For example, the pyramids might seem ridiculous given that pharaohs devoted a large percentage of the country's gross national product in order to be immortal (Sweet pp). In contrast, the United States spends billions to stockpile a nuclear arsenal that is capable of obliterating the earth many times over (Sweet pp). Humans instinctively turn to pictures and images for purpose and meaning to their lives, as well as for political stability, order and ethics (Sweet pp). Humans are tribal, and exile is a slow and predictable death of body and spirit, thus artistic expression is a practical necessity because it is the foundation of tribal identity, purpose and cohesion (Sweet pp). If humans do not cohere, they die, art as a metaphor is tantamount to survival (Sweet pp). A society is as strong as the belief in its metaphors permits, and it lasts as long as that belief continues (Sweet pp). Because metaphors are images, and images are pictures, and pictures can be made of or evoked through words, paint, clay and sound, then art must be viewed as a fundamental means of sustaining existence and identity (Sweet pp).

Most cultures have assumed the primacy of art from the Cro-Magnons of the Lascaux caves, through the fifth century B.C. Athens, to the Florence of Michelangelo and Da Vinci (Sweet pp).

When a general such as Sophocles wrote plays and popes knew power to be maintained via images, one has to assume they were aware that fighting and praying were dependent on the metaphor and not the other way around, as today's culture would have it (Sweet pp). Humans were born to be symbol and image producers, thus they should be allowed to be symbol and image producers, however today's culture often gives short shrift (Sweet pp).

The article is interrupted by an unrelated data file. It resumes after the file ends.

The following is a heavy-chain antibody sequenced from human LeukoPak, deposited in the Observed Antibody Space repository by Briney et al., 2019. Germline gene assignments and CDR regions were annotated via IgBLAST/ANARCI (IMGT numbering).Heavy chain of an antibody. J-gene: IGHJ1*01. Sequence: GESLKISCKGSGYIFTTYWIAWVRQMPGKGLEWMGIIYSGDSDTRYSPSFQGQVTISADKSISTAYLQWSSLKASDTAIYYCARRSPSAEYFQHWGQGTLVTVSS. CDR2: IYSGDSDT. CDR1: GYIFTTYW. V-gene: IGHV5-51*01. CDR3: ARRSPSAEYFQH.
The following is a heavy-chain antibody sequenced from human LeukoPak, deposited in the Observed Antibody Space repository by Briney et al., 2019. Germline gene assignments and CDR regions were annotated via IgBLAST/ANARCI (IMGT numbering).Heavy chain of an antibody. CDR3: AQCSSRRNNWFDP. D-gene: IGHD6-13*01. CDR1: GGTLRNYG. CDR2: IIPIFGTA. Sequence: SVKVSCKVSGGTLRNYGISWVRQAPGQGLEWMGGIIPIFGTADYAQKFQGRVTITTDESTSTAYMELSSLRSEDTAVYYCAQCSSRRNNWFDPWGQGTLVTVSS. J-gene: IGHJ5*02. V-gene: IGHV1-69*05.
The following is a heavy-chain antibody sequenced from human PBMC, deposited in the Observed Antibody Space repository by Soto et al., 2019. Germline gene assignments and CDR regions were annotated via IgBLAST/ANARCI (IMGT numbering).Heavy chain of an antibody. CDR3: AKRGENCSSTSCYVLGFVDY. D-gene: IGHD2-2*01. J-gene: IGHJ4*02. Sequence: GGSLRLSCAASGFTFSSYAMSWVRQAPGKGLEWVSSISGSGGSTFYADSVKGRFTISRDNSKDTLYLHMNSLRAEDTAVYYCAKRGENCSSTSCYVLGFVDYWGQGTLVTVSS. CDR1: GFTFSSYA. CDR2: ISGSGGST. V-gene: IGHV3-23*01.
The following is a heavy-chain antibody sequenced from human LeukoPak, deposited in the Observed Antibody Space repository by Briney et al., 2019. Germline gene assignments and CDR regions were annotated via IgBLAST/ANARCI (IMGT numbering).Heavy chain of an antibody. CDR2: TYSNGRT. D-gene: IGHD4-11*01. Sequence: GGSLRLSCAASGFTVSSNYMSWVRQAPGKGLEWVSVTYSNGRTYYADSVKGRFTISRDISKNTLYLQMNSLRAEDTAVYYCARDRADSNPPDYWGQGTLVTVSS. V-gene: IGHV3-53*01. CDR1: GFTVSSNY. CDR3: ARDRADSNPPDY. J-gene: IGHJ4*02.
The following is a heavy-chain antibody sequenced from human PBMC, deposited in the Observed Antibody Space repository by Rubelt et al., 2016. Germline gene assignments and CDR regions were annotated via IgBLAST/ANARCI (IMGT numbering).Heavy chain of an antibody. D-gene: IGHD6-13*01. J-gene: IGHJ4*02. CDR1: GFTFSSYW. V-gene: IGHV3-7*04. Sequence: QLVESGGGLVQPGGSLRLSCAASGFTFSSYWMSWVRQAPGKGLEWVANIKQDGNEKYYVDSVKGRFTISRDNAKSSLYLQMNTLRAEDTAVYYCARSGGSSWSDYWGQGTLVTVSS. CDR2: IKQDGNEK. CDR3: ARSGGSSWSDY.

Today, the relatively new field of art therapy is one of the few acknowledgments that art is not merely decoration for the rich or the academic elite…… [read more]


Sistine Modonna and the Swing Term Paper

… After a brief stint in Italy, where he admired the work of Tiepolo and the late Baroque, he returned to Paris and changed from the erotic imagery responsible for his destitution to the en vogue fame of which The Swing… [read more]


20th Century Genius Term Paper

… Perhaps his most famous work is "The Guernica," initially a mural painted for the Spanish Republican Building at the Paris World's Fair of 1937, but later a painting that contained some of his best work, both artistically and politically.

Guernica… [read more]


Butoh Dance Butoh Is a Japanese Art Term Paper

… butoh DANCE

Butoh is a Japanese art form that emerged in 1959 as a response to western oppression. Western political dominance had a serious impact on aesthetic sense of dancer Tatsumi Hijikata who developed a new form of dance that… [read more]


Leonardo Davinci the Name Leonardo Da Vinci Term Paper

… Leonardo DaVinci